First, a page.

This is a tough one to answer. On one hand, yes, they do provide some adequate training in the way of affiliate marketing and WordPress site management, but it’s a little self-serving. They really tout their platform as a magic bullet solution for IM, but it’s not. They’re also quick to suggest WA as a good affiliate marketing niche, but that is a definite NO.
I’m sure there are people making lots of money from affiliate marketing, but these probably tend to be people doing launch jacking. If you have no conscience and you want to earn lots of money, go for it. I’m sure it’s not actually that difficult to learn. Jeff Lenney has a blog post all about it. By the way, he’s the guy who got taken to court by WA for daring to write a negative review [Craig, feel free to remove that bit if you want].
2. As an affiliate marketer, there are 100’s of millions of products and services you can promote in exchange for a commission. You sign up for what are called “affiliate programs” and once you do that, you are given special links for that company that are unique to you. When you send people to one of those links (through your website, social media, email, or otherwise) and they buy something, you get a % commission. For example, if you sign up to Amazons affiliate program, you can promote any product on their website and earn 6% commissions. Commissions range from 5-75% typically, depending on the program.
Sell stuff online. If you have high-quality items to sell, there are a slew of online marketplaces you can use. Just make sure you understand the fees associated with your sale before you take the plunge. Where neighborhood Facebook pages and Craigslist ads are free, many online marketplaces or consignment shops charge for ads or require you to fork over a percentage when you make a sale.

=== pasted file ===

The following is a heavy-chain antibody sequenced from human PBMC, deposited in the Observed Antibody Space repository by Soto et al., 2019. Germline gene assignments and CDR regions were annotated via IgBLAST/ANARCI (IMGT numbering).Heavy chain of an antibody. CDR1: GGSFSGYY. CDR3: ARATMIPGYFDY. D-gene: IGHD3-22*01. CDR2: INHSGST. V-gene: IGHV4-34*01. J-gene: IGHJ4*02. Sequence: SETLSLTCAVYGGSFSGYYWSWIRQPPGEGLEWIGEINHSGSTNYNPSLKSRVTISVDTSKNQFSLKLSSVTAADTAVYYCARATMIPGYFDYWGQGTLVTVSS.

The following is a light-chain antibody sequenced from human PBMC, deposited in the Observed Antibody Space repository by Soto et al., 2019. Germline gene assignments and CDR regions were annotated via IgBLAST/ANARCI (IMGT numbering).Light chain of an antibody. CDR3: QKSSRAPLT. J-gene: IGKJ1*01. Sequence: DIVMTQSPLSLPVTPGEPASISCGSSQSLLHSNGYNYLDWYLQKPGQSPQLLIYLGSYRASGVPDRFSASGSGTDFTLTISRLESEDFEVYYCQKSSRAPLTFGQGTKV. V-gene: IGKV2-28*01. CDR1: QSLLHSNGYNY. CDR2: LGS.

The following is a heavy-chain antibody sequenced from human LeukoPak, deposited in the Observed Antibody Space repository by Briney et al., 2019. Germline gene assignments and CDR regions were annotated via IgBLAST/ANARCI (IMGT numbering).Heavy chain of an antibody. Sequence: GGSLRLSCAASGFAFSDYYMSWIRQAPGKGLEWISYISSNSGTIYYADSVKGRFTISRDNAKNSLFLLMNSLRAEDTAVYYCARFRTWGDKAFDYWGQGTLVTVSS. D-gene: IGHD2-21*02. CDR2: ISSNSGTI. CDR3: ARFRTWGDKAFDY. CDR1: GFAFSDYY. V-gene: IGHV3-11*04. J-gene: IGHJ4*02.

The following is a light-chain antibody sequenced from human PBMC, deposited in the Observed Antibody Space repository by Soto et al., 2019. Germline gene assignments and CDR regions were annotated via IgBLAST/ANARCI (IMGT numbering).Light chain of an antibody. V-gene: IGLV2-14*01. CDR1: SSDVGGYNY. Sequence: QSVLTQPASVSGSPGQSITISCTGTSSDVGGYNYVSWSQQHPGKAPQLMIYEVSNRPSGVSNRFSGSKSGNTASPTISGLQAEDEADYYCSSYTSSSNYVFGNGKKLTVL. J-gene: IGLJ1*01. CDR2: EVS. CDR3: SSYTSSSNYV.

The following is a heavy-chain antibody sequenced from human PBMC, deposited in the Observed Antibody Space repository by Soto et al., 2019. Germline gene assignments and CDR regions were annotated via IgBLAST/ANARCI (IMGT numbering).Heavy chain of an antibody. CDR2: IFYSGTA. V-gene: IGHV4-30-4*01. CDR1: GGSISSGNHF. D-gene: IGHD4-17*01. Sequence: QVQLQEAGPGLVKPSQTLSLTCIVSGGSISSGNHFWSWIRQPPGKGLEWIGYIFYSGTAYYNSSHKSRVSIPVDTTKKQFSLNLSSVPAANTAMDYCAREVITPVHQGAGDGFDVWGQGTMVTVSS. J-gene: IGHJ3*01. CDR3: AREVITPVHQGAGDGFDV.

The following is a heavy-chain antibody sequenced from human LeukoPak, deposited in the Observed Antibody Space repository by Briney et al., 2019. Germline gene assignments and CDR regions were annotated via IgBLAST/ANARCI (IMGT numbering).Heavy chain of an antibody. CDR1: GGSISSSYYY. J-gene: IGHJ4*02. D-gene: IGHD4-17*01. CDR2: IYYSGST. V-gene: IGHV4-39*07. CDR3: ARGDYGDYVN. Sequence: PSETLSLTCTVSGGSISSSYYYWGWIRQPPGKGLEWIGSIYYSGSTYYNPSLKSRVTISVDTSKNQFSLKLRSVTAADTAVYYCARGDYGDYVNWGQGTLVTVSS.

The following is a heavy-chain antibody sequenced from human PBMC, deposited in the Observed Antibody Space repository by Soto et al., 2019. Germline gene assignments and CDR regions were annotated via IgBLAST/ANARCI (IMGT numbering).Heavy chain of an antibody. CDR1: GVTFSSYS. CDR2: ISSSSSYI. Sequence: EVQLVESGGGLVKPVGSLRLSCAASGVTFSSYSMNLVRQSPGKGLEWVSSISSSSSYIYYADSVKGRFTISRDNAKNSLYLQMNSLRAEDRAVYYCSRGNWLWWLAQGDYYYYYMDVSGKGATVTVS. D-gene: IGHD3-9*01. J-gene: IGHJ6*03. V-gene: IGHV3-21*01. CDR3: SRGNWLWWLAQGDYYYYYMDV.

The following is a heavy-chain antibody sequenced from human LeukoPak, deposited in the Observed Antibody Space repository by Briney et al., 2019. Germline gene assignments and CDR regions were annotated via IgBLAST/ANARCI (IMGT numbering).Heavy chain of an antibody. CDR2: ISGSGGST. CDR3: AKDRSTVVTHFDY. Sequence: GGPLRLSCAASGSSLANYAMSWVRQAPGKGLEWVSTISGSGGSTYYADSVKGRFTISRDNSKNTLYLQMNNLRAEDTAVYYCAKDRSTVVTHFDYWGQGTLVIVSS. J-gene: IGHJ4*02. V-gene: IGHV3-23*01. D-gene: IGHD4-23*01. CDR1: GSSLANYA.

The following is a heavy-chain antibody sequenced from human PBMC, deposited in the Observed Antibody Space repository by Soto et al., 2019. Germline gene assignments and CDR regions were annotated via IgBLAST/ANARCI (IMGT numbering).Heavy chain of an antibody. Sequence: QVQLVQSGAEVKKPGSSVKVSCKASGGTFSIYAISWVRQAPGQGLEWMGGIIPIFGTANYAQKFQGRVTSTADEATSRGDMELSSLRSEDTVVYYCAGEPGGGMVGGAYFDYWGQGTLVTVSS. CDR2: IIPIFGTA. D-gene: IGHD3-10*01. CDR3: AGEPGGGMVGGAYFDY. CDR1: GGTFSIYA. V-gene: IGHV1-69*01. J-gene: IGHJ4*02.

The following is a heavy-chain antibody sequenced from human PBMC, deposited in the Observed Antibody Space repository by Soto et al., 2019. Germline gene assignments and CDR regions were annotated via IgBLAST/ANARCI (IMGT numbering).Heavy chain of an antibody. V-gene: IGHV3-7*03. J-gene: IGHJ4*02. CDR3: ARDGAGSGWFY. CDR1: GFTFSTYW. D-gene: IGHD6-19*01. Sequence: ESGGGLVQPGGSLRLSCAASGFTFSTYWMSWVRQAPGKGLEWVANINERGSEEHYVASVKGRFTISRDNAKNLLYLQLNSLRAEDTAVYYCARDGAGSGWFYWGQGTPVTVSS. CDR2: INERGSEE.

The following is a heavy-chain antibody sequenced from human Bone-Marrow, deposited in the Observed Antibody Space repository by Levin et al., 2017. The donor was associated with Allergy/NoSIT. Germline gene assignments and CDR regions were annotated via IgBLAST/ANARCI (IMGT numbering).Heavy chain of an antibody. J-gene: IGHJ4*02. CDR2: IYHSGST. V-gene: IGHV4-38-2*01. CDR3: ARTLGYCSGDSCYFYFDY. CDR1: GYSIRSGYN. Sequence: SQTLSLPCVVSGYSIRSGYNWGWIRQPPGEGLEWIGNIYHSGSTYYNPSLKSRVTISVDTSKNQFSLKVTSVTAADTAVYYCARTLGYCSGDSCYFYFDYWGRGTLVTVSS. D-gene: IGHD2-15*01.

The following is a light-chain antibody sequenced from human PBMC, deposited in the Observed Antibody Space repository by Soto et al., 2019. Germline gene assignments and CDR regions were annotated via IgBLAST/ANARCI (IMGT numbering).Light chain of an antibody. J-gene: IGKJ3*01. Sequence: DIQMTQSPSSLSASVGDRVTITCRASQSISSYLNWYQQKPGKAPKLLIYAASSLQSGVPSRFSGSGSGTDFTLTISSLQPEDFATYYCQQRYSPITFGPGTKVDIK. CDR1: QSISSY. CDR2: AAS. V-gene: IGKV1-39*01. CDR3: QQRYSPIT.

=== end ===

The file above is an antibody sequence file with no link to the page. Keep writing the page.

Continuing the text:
In the Institute's submissions on the foreign affiliate reporting rules, we have emphasized three broad taxpayer goals for the legislation: The rules must be administrable; they should avoid imposing substantial new reporting burdens where the information is generally available on audit; and finally, appropriate relief provisions are necessary because no matter how fair and well-crafted the rules, unique facts and circumstances exist (or will arise) that will preclude some taxpayers from fully complying with the requirements.
Host a yard sale to get rid of things you don’t want anymore. Clean out your room and gather up all of the toys, decor, and clothes that you no longer use or want. Display your items on a folding table in your yard or driveway with your parents' permission. Put prices on each piece with a sticker label based on what you think it’s worth and the original price of the item.[4]
Here are some additional pictures from the conference. This first picture is from the Wynn Hotel. Kyle and Carson, the owners of Wealthy Affiliate, rented out an incredible 2 story suite for us to party in. They had top shelf drinks, entertainment, mouth-watering food, and we were simply treated like ballers. Networking and making connections with these other successful affiliate marketers was invaluable.

For starters they make no promises that what you will learn will be able to work on a regular site. The premise behind what they do is based on how blog-style sites work and generate traffic. Yes they do this in a completely different method. You can get traffic easier in a blog than with your web site. But since you "know what you are doing" already, you must have known that. 


This is like a free graduate level college course every month available just for the reading. And unlike most college professors, these guys and gals are actually earning in the real world. Michelle made well over a million USD last year from mainly affiliate programs,AFTER she paid her running expenses and US taxes. She sure didn't do it by reviewing bicycle pedals 😉